Tips For Buying A New Condominium
Read these tips before buying a condiminium. Before signing any contract for a new condominium, which is harder to check out than an established condominium, buyers should study the prospectus for any of these pitfalls.
The prospectus includes a plan of the unit you are buying, showing rooms of specific dimensions. But the plan omits closet space. Result: The living space you are buying is probably smaller that you think.
The prospectus includes this clause: The interior design shall be substantially similar. Result: The developer can alter both the size and design of your unit.
The common charges set forth in the prospectus are unrealistically low. Buyers should never rely on a developer's estimate of common charges. Instead: they should find out the charges at similarly functioning condominiums.
Common charges inlcude: Electricity for hallways and outside areas, water, cleaning, garbage disposal, insurance for common areas, pool maintenance, groundskeeping, legal and accounting fees, reserves for future repairs.
Variation on the common-charge trap: The developer is paying common charges on unsold units. But these charges are unrealistically low. Reason: The developer has either underinsured, underestimated the taxes due, omitted security expenses, or failed to set up a reserve fund.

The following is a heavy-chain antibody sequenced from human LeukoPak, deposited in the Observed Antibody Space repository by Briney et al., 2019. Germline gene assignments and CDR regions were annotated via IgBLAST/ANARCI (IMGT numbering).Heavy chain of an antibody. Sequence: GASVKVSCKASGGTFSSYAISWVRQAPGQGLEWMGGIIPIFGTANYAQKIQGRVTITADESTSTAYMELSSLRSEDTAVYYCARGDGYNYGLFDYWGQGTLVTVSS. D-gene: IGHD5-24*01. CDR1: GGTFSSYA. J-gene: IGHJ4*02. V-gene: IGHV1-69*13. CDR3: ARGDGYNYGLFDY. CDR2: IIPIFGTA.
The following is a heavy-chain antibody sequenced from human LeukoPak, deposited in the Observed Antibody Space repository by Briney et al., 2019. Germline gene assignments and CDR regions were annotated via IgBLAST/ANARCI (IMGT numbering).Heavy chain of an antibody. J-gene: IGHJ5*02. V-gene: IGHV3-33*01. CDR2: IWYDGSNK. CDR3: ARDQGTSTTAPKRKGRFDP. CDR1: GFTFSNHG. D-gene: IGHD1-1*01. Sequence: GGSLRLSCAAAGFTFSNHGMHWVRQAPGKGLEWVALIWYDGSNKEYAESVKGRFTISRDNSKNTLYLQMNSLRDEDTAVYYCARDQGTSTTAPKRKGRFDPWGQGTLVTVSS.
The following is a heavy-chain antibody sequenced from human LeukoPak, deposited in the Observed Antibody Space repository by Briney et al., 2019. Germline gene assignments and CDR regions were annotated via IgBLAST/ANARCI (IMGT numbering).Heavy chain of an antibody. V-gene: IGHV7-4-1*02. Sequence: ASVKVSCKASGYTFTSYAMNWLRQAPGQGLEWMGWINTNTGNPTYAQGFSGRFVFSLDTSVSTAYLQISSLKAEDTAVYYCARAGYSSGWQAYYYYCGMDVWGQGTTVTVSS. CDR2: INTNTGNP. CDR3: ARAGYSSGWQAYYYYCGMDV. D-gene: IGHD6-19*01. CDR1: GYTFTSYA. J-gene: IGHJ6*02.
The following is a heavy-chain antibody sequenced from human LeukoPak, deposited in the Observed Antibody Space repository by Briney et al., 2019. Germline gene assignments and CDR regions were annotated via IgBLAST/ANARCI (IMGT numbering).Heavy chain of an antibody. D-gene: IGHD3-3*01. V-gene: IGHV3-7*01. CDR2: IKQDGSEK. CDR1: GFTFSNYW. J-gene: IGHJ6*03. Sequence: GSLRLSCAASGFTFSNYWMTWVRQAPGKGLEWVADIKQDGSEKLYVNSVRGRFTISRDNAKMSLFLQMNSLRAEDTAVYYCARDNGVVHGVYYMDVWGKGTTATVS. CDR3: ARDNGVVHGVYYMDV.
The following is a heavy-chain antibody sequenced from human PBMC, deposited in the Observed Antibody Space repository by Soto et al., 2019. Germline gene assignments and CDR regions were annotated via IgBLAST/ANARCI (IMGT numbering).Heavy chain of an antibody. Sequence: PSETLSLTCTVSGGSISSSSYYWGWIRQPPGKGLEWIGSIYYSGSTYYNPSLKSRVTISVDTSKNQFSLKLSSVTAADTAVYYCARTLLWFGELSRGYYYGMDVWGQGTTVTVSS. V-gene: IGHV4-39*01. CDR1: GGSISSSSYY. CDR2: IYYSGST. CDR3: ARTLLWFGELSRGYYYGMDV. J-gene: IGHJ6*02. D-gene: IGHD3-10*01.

The prospectus warns about the seller's limited liability. But an unsuspecting buyer may still purchase a condominium unit on which back monthly charges are due, or even one on which there's a lien for failure to pay back carrying charges.
The prospectus includes this clause: The seller will not be obligated to pay monthly charges for unsold units. Result: The owners of a partially occupied condominium have to pay all operating expenses.
The prospectus makes no mention of parking spaces: Result: you must lease from the developer.
The prospectus is imprecise about the total number of units to be built. Result: facilities are inadequate for the number of residents.
The prospectus includes this clause: Transfer of ownership (of the common property from the developer to the homeowners association) will take place 60 days after the last unit is sold. Trap: The developer deliberately does not sell on unit, continues to manage the condominium, and rewards sweetheart maintenance and operating contracts to his subcontractors.